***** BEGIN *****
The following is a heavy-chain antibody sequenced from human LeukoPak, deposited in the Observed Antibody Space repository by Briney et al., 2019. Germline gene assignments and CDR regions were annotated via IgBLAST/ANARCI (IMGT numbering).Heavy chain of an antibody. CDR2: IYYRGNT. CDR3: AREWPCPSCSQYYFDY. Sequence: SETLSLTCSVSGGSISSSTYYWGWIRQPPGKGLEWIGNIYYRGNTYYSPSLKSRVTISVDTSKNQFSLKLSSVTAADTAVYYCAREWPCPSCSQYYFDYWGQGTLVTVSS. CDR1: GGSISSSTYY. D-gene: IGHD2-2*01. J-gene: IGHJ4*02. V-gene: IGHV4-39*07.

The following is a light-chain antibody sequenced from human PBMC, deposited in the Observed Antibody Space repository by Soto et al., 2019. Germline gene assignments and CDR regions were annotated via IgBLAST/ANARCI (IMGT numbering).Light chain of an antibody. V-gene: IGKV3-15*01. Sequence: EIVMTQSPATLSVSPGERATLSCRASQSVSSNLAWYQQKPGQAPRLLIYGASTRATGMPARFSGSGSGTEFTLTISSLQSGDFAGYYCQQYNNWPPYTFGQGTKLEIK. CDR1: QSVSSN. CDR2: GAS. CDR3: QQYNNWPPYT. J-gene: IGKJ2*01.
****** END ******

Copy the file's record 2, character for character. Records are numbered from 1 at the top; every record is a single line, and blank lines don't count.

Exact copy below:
The following is a light-chain antibody sequenced from human PBMC, deposited in the Observed Antibody Space repository by Soto et al., 2019. Germline gene assignments and CDR regions were annotated via IgBLAST/ANARCI (IMGT numbering).Light chain of an antibody. V-gene: IGKV3-15*01. Sequence: EIVMTQSPATLSVSPGERATLSCRASQSVSSNLAWYQQKPGQAPRLLIYGASTRATGMPARFSGSGSGTEFTLTISSLQSGDFAGYYCQQYNNWPPYTFGQGTKLEIK. CDR1: QSVSSN. CDR2: GAS. CDR3: QQYNNWPPYT. J-gene: IGKJ2*01.